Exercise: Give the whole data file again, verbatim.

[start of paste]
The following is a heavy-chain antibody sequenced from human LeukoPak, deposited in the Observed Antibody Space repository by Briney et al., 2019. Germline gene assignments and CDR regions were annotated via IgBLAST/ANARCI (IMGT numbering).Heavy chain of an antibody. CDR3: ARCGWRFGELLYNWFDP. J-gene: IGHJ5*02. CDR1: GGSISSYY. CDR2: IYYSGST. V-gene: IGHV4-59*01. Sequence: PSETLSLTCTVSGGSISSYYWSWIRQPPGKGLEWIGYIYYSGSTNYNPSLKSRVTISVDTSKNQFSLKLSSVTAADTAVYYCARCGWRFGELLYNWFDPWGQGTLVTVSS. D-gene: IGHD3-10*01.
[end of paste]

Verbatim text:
The following is a heavy-chain antibody sequenced from human LeukoPak, deposited in the Observed Antibody Space repository by Briney et al., 2019. Germline gene assignments and CDR regions were annotated via IgBLAST/ANARCI (IMGT numbering).Heavy chain of an antibody. CDR3: ARCGWRFGELLYNWFDP. J-gene: IGHJ5*02. CDR1: GGSISSYY. CDR2: IYYSGST. V-gene: IGHV4-59*01. Sequence: PSETLSLTCTVSGGSISSYYWSWIRQPPGKGLEWIGYIYYSGSTNYNPSLKSRVTISVDTSKNQFSLKLSSVTAADTAVYYCARCGWRFGELLYNWFDPWGQGTLVTVSS. D-gene: IGHD3-10*01.